The undergraduate years are a critical time for the recruitment and retention of underrepresented students in ENR. Previous research shows that only 40% of the students who begin college with an interest in STEM finish with a STEM degree, but that number falls to 20% for underrepresented minorities.
“That was a major takeaway that aligns with what people have been saying for a while that there’s this racial wealth gap in America, and one way we can help bridge that is by paying everybody more for these temporary positions,” Jensen said.
The survey also indicated that students heavily valued skills training. In fact, overall, it ranked higher than salary in terms of importance to students in selecting an internship.
“People are starting to think about how they pay interns, and our study shows that we could, in time, increase diversity in our field,” Jachowski said.
For its part, Clemson’s College of Agriculture, Forestry and Life Sciences — home to the Department of Forestry and Environmental Conservation (FEC) — has a renewed focus on recruiting underrepresented minorities. The College’s ten-year strategic plan lists “creating a more inclusive and diverse college community” as one of its top priorities.
FEC Department Chair Todd Petty, upon taking over the role in 2020, said a significant part of the leadership he hoped to provide is in diversity and inclusivity in a field that has a history of low diversity.
“It’s my vision for our department to lead in that conversation and in that action,” Petty said.
Sara Petrita Bombaci, now an Assistant Professor in the Department of Fish, Wildlife, and Conservation Biology at Colorado State University, co-led the paper during her time at Clemson.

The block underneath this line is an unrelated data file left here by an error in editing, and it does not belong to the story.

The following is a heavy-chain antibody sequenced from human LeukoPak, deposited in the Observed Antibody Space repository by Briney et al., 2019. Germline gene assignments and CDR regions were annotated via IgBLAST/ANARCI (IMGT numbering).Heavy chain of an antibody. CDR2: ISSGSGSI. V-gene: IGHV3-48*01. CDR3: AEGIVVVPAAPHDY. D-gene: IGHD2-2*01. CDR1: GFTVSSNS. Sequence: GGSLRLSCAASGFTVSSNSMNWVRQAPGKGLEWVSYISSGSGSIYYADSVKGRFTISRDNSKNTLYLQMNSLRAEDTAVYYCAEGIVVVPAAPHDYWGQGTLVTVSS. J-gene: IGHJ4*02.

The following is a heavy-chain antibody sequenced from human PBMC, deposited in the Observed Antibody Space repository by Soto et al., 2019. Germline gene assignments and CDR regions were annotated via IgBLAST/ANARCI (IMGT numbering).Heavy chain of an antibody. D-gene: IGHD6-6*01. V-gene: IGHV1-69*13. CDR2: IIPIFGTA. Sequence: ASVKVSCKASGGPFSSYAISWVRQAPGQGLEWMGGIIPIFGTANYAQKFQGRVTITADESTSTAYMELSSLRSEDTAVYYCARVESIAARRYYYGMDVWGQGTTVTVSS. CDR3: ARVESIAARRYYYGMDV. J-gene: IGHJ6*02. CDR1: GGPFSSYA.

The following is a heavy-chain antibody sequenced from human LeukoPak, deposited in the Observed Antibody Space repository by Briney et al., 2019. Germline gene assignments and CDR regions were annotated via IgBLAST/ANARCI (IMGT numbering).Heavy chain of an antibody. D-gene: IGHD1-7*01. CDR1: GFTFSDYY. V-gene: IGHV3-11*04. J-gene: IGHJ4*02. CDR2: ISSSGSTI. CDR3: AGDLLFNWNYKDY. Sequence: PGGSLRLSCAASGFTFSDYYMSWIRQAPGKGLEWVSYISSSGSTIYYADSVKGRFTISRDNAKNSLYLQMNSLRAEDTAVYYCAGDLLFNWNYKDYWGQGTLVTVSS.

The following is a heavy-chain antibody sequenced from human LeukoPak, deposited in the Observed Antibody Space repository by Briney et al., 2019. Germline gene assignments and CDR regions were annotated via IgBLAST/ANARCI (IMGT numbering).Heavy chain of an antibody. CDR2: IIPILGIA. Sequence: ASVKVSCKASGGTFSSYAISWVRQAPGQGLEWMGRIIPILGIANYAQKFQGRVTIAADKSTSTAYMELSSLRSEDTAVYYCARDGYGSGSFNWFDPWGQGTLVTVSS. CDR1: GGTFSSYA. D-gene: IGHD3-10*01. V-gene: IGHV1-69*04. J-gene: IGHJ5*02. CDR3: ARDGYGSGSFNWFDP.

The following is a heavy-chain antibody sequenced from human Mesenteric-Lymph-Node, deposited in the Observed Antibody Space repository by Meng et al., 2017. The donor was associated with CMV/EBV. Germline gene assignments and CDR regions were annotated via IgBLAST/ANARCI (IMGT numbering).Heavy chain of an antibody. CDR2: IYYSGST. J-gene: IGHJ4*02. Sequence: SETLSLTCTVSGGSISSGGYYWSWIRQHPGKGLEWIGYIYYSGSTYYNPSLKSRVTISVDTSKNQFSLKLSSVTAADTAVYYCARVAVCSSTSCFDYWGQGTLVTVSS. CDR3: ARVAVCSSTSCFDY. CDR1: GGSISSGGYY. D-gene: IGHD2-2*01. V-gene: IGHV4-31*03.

Bombaci has been tracking responses to the paper online and on social media and said the response has been overwhelming. The paper is currently in the top 5% of all research outputs ever tracked by Altmetric and scored higher than 99% of all papers published in BioScience according to Altmetric.
She also noted that simply one tweet from her own private Twitter account generated nearly 1,000 likes and over 450 retweets. Many of the responses carried a similar theme:
“It’s really cool to see someone put numbers to this issue. If the field tech job market is acting as a wealth-based filter on who can continue to participate, then all the classroom-based pushes for diversity in the world won’t fully solve the underlying issues,” one user commented.
“Very important and interesting research on how to make field experiences in the environmental sciences more inclusive, to attract and retain diverse students,” another replied.
Bombaci said, from her perspective, the most exciting part is the paper is already being used to advocate for transformative and equitable change in field experiences.
“Several followers on Twitter replied that they cited the paper in response to leadership compensation decisions, to improve the quality of their field courses, to push back against a culture of volunteerism in their institutions, to advocate for equity statement requirements from funders, and to include adequate salary in their grant budget justifications,” she said.
“I also have a personal motivation for this work,” she added. “I worked in banking to pay my way through my undergraduate degree and was desperate for field experience, but I could not afford to take underpaid or unpaid jobs. I eventually landed paid field work after college and did a volunteer research project to get the experience I needed, but it delayed my entry into graduate school.’
The full text of the paper is available here.
A blog article written on the topic by Bombaci and Jensen is available here.